dir. Bryan Singer

Opens Fri May 2 at various theaters.

By mining the X-Men comics, Hollywood has carved an unlikely yet necessary niche: action films with equal amounts estrogen and testosterone. X-Men translates into high-adrenaline action films that aren't oozing with man-sweat and subtext that screams, "Beware the virile cock of the dude saving the universe!" They're a rare breed; even Halle Berry's forthcoming "Lady Bond" films promise to be tailored more for male hormones than female empowerment. But X-Men presents lady heroes with motivations just as complicated as those of their male peers (barring James Marsden as Cyclops, whose bratty little mouth and Vin Diesel steez deserve the smackdown). Every mutant is developed with an emotional flaw to counteract his or her exceptional physicality. Because of these gender-balanced complexities, X2's tagline, "The time has come for those who are different to stand united," doesn't come off like BS.

In fact, X-Men is the most equal-opportunity employer of all the comic books. In The Uncanny X-Men, humans have begun to evolve into what are known as mutants--human mutations with superhuman powers. The comic series' thesis of understanding and accepting all peoples (and the struggle required therein) has appealed to even the canny for 30 years, however. The first X-Men comic was penned by Stan Lee at the cusp of the civil rights movement in 1963. (Contextually, this manifests itself in the Malcolm X/Martin Luther King Jr.-like tactics of the comics' two main leaders, Magneto and Professor X, who quote the leaders liberally.)

The premise of the first X-Men movie pitted the X-Men, an organization and academy of good-hearted mutants led by the peaceful Professor X (Patrick Stewart), against the Brotherhood of Mutants, whose Reich-like notion of eliminating humans and establishing mutant rule threatened all of the world. X-Men did an excellent job providing necessary backstory and introducing characters such as Wolverine (Hugh Jackman), the amnesiac loner with steel knives in his knuckles; Dr. Jean Grey (Famke Janssen), the X-Men den mother with vast telepathic and telekinetic powers; Storm (Halle Berry), who is able to generate and control weather; and Rogue (Anna Paquin), the tragic young woman who can suck the life from a person with a mere touch. X-Men part one was brimming with action, though it emphasized character development over fancy fistfights. Besides, when your characters can shoot laser beams from their eyes (the aforementioned Cyclops) and shape-shift into any other person on earth (Mystique, played by Rebecca Romijn-Stamos), you don't have to dream up much more in the way of razzle-dazzle. This allows room for the film's story line. X2 follows the same path, forgoing excessive sweaty violence for richly imaginative narrative. And the screenplay, by Michael Dougherty and Daniel Harris, is great; it would have been disastrous for the filmmakers not to rely on it.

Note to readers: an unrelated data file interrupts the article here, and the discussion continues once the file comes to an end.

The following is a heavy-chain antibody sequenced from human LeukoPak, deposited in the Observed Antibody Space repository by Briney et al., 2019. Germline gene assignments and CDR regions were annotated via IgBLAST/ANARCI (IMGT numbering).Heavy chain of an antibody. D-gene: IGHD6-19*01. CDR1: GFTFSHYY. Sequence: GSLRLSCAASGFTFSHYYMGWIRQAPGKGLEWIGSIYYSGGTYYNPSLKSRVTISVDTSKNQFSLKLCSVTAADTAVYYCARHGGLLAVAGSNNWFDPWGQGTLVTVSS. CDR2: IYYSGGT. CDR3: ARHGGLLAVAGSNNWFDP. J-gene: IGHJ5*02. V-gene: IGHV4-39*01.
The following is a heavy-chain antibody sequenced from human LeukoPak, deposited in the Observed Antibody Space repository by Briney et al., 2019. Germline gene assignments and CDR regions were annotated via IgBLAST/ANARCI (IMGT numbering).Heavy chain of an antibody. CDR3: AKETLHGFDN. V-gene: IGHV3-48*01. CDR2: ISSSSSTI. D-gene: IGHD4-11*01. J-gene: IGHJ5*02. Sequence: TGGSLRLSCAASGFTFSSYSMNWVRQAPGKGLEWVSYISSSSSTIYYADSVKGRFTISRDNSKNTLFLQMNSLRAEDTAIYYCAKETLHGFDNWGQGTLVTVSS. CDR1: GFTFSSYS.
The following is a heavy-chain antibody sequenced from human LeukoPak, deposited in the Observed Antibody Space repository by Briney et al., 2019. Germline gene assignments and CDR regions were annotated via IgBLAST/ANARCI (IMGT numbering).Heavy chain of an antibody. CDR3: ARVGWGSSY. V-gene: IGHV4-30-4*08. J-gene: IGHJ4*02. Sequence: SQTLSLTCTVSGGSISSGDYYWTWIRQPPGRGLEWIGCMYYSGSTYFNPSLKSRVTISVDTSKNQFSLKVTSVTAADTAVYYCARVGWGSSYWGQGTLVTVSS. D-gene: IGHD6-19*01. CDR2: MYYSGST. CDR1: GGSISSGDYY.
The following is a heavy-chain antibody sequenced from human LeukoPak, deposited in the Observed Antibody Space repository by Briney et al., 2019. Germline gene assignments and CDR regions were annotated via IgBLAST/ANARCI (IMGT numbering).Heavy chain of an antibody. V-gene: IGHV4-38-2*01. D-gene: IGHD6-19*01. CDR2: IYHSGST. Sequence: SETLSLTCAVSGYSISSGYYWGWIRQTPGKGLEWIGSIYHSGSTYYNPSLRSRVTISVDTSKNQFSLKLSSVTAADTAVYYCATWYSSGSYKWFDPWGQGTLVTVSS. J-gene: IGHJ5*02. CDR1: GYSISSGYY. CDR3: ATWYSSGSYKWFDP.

X2 opens with the mutant Nightcrawler (Alan Cumming) deftly invading the White House. He's a teleporter, evading throngs of gun-wielding CIA agents by disappearing in a dark mist, achieved with a tasteful dollop of CGI. After summarily drop-kicking the government thugs in the Oval Office, Nightcrawler ends up pinning the president on his desk and stabbing something into its walnut veneer. It is a knife with a red ribbon attached. The ribbon reads, "Mutant Freedom Now."

After this scene, X2's plot is quickly revealed. Stunned by what he now perceives as an imminent mutant threat, the president grants a powerful military scientist, General William Stryker, permission to invade the X-Men compound--a school for young mutants--and simply question them. Thanks to a reactionary media, America is turning against and protesting mutants, making the country ripe for an all-out mutant/human war. This is good news to Stryker, who has some mutant bones to pick, so to speak, and is in the process of facilitating the mutants' total annihilation.

Meanwhile, the evil Magneto (Ian McKellen) is being held in a high-tech prison of plastic. (After all, considering Magneto's power to telekinetically manipulate metals, today's primitive iron jails wouldn't hold him.) Stryker himself is the mastermind behind the plastic--and as we soon see, he's the mastermind behind a lot more of the X-Men's impending foibles, subsequently forcing them to band with the Brotherhood of Mutants.

Though Halle Berry's blondeness is wrought by the worst-looking wig Hollywood has ever conjured, X-Men's computer graphics are superb. Minimal effects are blended with the natural scenery, and the makeup art is beyond phenomenal (Nightcrawler's archangel markings are both believable and beautiful), imbuing this very unrealistic tale with an element of realism. When you factor in the very human elements of persecution, morality, and acceptance, X2's world is brought to life even more spectacularly than the first X-Men film.

NOTE FOR NERDS: Inexplicably, the highly anticipated Gambit makes no appearance in this film. What the fuck?!